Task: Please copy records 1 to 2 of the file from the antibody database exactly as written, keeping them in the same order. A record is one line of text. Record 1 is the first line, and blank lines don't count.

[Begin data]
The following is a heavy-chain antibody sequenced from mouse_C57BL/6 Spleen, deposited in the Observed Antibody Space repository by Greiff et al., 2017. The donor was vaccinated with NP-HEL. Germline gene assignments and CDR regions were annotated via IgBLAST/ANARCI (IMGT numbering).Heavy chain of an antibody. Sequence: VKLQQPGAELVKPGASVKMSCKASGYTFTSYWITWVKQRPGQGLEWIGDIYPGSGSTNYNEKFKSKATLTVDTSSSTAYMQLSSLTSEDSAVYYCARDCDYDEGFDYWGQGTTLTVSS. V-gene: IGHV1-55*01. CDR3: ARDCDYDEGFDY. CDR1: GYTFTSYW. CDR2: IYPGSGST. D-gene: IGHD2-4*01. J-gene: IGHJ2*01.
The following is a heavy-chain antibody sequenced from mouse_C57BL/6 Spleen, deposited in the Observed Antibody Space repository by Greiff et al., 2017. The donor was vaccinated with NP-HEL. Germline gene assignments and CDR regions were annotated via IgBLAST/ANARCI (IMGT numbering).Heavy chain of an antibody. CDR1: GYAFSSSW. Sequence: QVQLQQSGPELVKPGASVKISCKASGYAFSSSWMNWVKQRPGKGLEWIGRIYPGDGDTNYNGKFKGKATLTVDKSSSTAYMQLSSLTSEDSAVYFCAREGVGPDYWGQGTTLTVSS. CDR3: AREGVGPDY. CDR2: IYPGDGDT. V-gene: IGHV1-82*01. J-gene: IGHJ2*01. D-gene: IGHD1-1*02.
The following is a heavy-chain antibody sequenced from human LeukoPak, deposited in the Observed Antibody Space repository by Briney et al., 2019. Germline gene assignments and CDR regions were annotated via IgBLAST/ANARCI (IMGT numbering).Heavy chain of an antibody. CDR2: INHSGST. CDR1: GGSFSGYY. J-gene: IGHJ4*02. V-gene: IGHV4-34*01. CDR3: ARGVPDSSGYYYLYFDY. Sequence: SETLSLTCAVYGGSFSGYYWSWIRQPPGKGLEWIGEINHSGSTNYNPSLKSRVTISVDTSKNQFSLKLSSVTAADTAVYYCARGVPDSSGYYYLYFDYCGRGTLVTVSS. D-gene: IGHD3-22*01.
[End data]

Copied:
The following is a heavy-chain antibody sequenced from mouse_C57BL/6 Spleen, deposited in the Observed Antibody Space repository by Greiff et al., 2017. The donor was vaccinated with NP-HEL. Germline gene assignments and CDR regions were annotated via IgBLAST/ANARCI (IMGT numbering).Heavy chain of an antibody. Sequence: VKLQQPGAELVKPGASVKMSCKASGYTFTSYWITWVKQRPGQGLEWIGDIYPGSGSTNYNEKFKSKATLTVDTSSSTAYMQLSSLTSEDSAVYYCARDCDYDEGFDYWGQGTTLTVSS. V-gene: IGHV1-55*01. CDR3: ARDCDYDEGFDY. CDR1: GYTFTSYW. CDR2: IYPGSGST. D-gene: IGHD2-4*01. J-gene: IGHJ2*01.
The following is a heavy-chain antibody sequenced from mouse_C57BL/6 Spleen, deposited in the Observed Antibody Space repository by Greiff et al., 2017. The donor was vaccinated with NP-HEL. Germline gene assignments and CDR regions were annotated via IgBLAST/ANARCI (IMGT numbering).Heavy chain of an antibody. CDR1: GYAFSSSW. Sequence: QVQLQQSGPELVKPGASVKISCKASGYAFSSSWMNWVKQRPGKGLEWIGRIYPGDGDTNYNGKFKGKATLTVDKSSSTAYMQLSSLTSEDSAVYFCAREGVGPDYWGQGTTLTVSS. CDR3: AREGVGPDY. CDR2: IYPGDGDT. V-gene: IGHV1-82*01. J-gene: IGHJ2*01. D-gene: IGHD1-1*02.